Musician advocates the healing power of song
The healing properties of music is a strong motivation for renowned Samoan musician, Metitilani "Lani" Alo, who has seen the power of song change lives for the better.
He told the Samoa Observer in an interview on Saturday that he believes music, as an arts discipline, plays a key role in emotional, spiritual, and mental well-being.
“Music has been a lifesaver for me. The Arts have been a lifesaver for me and so it's from there that my belief is rooted and stems from,” said Alo.
The musical artist is of the view that arts can provide healing in ways other facets of life cannot; holding high the aphorism "a song can speak but a speech cannot be sung".
Alo is probably best known for his song 'Alo i ou faiva'. Released in 2019, the song has proven to be extremely popular on YouTube with 2.1 million views to date.
The song represents the combined blessings from family, friends, and supporters, conveyed upon an individual or group who are setting out on a journey. The title of the song is a well-known Samoan proverb and has many applications in everyday life.
Alo says music, as a medium for teaching and providing encouragement, has proven healing powers as he has seen during his years of experience in the performing arts
He said its universal appeal is obvious when you scroll through the Youtube comments and find people from all over the world. He even came across a comment on his song's page, where someone had shared that they had been ready to give up on life but when they listened to Alo's song and its message, it changed their mind and stopped them from doing the unthinkable.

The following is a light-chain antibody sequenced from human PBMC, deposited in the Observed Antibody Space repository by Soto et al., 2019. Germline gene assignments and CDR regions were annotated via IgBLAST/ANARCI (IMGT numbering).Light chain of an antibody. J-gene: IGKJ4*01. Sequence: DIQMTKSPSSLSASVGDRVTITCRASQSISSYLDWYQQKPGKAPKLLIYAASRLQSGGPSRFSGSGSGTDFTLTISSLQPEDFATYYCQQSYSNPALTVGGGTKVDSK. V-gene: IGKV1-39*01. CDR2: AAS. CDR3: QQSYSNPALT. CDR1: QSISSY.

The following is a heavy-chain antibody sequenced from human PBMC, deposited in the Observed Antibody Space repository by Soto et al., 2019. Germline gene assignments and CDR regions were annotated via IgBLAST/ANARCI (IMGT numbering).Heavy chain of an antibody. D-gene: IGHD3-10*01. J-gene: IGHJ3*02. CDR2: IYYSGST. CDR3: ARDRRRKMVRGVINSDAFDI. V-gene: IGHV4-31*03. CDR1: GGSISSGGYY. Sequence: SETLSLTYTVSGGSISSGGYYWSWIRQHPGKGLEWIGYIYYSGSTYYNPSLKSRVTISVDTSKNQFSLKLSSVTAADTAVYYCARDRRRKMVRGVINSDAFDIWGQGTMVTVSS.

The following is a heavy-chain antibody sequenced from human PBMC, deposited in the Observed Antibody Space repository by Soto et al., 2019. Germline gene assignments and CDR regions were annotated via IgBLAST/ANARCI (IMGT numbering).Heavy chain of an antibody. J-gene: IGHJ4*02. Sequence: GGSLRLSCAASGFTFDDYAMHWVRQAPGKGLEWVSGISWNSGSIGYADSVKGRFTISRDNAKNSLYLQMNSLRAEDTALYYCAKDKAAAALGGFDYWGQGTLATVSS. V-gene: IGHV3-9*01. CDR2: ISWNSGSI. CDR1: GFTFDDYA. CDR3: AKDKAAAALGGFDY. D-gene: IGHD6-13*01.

He had also worked on other songs with the Congregational Christian Church of Samoa (C.C.C.S) Dunedin Choir, releasing music that hit home for many people such as 'Live for Tomorrow', a song written for suicide prevention. According to Alo, many people responded positively to the piece which was devoted to the them of being resilient and having hope.
Mr. Alo says he feels lucky to be involved in various spaces such as the Youth Choir - an avenue that allows him to work face to face with the Youth.
The University of Otago is currently in preparation for this year's Orientation Programme and he stated they have to work with new and current students to produce a performance piece as part of their Pacific welcome.
Although teaching song and performance to a group is challenging, he says the opportunities to work with music and empower young people is uplifting.
When asked what advice he can give to young musicians, he said inspiration can be found everywhere.
“We don’t need to look too far to find inspiration for our craft.
"We have a whole treasure chest of stories and culture that belongs to us [that we can tap in to] to tell our stories."
Alo said he hopes to continue, through community outreach events, to spread positivity and encouragement through music once the Covid-19 pandemic has passed.